The bank's cost of deposits was 5.03 per cent in FY19, one of the lowest in the industry. Net interest income was 73 per cent of net revenues. Gross NPAs were 1.36 per cent (1.3 per cent in FY18) while net NPAs were 0.39 per cent (0.4 per cent in FY18). Provisions and contingencies were Rs7,550 crore compared with Rs5,928 crore in FY18. Earnings per share was Rs78.60 at the end of March 2019 compared to Rs17 at the end of March 2015.

The bank is the undisputed leader in personal and auto loans, besides having 12.5 million credit card customers, the highest in the industry. Over 80 per cent of new credit cards issued are to the bank's existing customers to ensure low NPAs.

Spreading Far

Known for its retail offerings, the bank is also expanding its corporate portfolio. While rising NPAs have forced other banks to shy away from big corporate lending, HDFC Bank's wholesale banking business recorded a healthy 31.9 per cent growth in FY19. In fact, corporate banking, to large and highly rated companies, remained the biggest component of the wholesale banking book.

The bank has also been selectively participating - through the National Company Law Tribunal (NCLT) route - in refinancing of several bankrupt companies acquired by promoters with a good track record. Even its non-banking financial company (NBFC) subsidiary, HDB Financial Services, is doing well in spite of the severe liquidity crunch that has been roiling the sector since last year. HDB, with a network of 1,350 branches across 981 cities in March 2019, had a loan book of Rs54,700 crore in March 2019. It posted a profit of Rs1,150 crore in FY19. Gross NPAs stood at a reasonable 1.8 per cent while capital adequacy ratio was 17.9 per cent.

Another subsidiary, HDFC Securities, had 2.1 million customers in March 2019. It made a profit of Rs330 crore on income of Rs780 crore in FY19.

HDFC Bank had 5,345 branches as on December 2019, of which 52 per cent were in metro and urban areas and the rest in semi-urban and rural areas. Of the domestic loan mix, 48 per cent is in retail and the rest wholesale. Gross NPAs stood at 1.42 per cent and net NPAs at 0.48 per cent in the December 2019 quarter. The proportion of current account savings account was 40 per cent. Capital adequacy ratio was 18.5 per cent. Net interest margins were 4.2 per cent.

New and Old

Puri says HDFC Bank has been built through a collaborative effort of business and operational heads and employees. "Executives working on the ground say growth of the bank in the next five years is not a problem at all. The strategy is in place. We have the team and it has impeccable execution skills," he says. They keep themselves flexible to adapt to the changing economic conditions and customer demands.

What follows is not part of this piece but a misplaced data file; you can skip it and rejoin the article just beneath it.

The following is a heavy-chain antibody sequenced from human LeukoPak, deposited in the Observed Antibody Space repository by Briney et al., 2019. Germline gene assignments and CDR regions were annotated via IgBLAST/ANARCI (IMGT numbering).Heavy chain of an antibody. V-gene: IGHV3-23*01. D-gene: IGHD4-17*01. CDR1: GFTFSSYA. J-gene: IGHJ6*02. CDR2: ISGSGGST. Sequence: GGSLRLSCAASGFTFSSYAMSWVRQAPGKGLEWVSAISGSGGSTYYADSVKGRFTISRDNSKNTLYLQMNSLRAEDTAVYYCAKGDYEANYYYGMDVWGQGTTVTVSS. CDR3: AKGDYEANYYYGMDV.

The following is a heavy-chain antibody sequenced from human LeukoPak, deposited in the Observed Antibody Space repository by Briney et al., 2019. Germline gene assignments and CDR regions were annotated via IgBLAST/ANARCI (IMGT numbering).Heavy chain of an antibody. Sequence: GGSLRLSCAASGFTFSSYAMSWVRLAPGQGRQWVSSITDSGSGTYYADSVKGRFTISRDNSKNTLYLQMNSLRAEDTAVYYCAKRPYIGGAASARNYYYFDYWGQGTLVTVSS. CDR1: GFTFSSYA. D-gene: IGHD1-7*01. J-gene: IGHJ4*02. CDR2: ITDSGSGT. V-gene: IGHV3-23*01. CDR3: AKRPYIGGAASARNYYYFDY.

"When we started the bank in 1994, we had public sector banks with geographical reach and financial muscle on one side. On the other side, there were foreign sector banks with a large product portfolio and impeccable service. We imagined a bank with both the qualities," he says. The bank, which started as a corporate lender, emerged as a retail giant in a short span of time.

"We had to run around since our first clients were Siemens, Reliance, IBM, the Tatas, the Birlas... That time people started ridiculing that half of the time, Aditya Puri was in the Birla canteen or roaming around. It was a hell of a job but we succeeded. We created a participative organisation."

When the fintech boom was threatening banks, Puri took a flight to Silicon Valley in 2014 and prepared a roadmap for digital transformation for the bank.

"Analysts predicted that banks would become dinosaurs. If a fintech can process loans fast, why can't I? If he can offer a wallet, why can't I? Why can't I be an aggregator for merchants? We came back and reinvented the bank," says Puri. As a result, it has been selected as the winner in BT-KPMG's study of best banks in fintech engagement. It has partnered with 190 institutes and 60 start-ups from educational institutes as part of its fintech initiative.

Its business in semi-urban and rural India is growing at twice the rate of the business in urban India. "We have 1.5 million merchants connected to the PoS system. It will go up to 10 million in the next three-four years," says Puri. He wants to turn the banking experience into a financial experience. "This means that if you want anything related to money, you come to us. We can offer it to you in any way you want."